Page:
Although this man and Moll seem to have a fairly nice relationship and he supports her for several years, they never marry. When they first meet, Moll says he sounds like a pretty nice guy:
He was a complete gentleman, that must be confessed, and his company was very agreeable to me, as mine, if I might believe him, was to him. He made no professions to be but of an extraordinary respect, and he had such an opinion of my virtue, that, as he often professed, he believed if he should offer anything else, I should reject him with contempt. (410)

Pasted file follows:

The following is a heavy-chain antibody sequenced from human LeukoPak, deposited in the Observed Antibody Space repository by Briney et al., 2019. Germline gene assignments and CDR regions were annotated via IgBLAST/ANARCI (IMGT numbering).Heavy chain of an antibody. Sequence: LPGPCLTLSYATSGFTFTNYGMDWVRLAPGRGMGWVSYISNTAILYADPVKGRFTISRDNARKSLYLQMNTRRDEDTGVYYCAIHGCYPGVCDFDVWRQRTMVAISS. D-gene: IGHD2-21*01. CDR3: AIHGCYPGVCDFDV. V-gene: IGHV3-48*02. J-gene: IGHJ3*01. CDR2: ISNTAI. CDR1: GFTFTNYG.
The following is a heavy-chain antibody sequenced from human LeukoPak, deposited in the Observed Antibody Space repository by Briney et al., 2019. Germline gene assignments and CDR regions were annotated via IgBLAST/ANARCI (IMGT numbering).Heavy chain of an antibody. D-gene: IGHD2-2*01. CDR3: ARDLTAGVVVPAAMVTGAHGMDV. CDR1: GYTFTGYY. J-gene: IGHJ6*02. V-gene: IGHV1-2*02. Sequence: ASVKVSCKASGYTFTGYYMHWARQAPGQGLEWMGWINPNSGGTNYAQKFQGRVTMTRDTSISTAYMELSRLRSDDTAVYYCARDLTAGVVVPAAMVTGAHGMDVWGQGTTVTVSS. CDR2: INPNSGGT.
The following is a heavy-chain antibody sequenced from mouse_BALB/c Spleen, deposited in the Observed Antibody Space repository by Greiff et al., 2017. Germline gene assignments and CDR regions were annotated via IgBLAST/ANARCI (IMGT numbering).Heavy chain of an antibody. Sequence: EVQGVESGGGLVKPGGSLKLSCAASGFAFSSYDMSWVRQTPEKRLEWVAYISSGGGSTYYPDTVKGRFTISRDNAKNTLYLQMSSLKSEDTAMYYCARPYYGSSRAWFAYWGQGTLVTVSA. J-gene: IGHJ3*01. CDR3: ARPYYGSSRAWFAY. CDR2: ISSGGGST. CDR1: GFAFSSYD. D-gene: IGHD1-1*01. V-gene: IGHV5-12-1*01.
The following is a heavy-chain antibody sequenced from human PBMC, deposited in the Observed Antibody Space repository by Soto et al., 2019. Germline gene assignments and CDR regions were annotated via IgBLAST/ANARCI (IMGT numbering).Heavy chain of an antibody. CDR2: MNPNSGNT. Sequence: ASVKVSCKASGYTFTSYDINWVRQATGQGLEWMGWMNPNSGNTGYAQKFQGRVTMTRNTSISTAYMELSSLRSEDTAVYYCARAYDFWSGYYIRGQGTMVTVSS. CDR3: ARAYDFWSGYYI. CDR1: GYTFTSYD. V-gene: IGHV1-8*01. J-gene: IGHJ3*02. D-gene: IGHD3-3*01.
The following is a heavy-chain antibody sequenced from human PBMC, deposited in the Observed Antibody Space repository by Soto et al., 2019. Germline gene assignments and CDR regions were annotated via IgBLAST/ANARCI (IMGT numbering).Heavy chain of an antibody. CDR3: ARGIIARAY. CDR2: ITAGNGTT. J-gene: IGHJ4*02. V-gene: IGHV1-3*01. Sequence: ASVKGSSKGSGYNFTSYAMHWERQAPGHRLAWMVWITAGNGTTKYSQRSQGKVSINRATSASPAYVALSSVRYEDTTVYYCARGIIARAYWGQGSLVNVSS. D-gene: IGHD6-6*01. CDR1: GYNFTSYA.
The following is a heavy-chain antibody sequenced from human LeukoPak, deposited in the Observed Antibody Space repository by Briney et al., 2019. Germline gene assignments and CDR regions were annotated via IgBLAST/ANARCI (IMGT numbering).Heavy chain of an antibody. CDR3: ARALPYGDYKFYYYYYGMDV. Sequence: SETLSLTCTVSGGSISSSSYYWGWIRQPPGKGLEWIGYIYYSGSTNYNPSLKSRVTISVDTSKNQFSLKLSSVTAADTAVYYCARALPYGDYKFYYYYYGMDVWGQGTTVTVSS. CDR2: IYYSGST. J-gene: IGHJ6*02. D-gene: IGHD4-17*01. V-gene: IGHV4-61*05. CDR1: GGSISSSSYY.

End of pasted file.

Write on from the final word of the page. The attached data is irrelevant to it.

Part of the attraction she has to him comes from the way he treats her as so virtuous and noble. Up until now, she's had relationships with so many men (often for money) that his idea of her being virtuous in the first place is nothing if not ironic. Of course that doesn't keep Moll from embarking upon a relationship with him, though. She feels sorry for the guy because he's stuck in a dead-end relationship with an absent wife. Unfortunately, this means that Moll and Mr. Bath can't get married. Never mind the fact that the two have a kid.
By the end of their relationship, though, he's far from being the nice guy he started out as. One day, he tries to just stop showing up. It's the eighteenth-century equivalent of dumping your girlfriend via text message.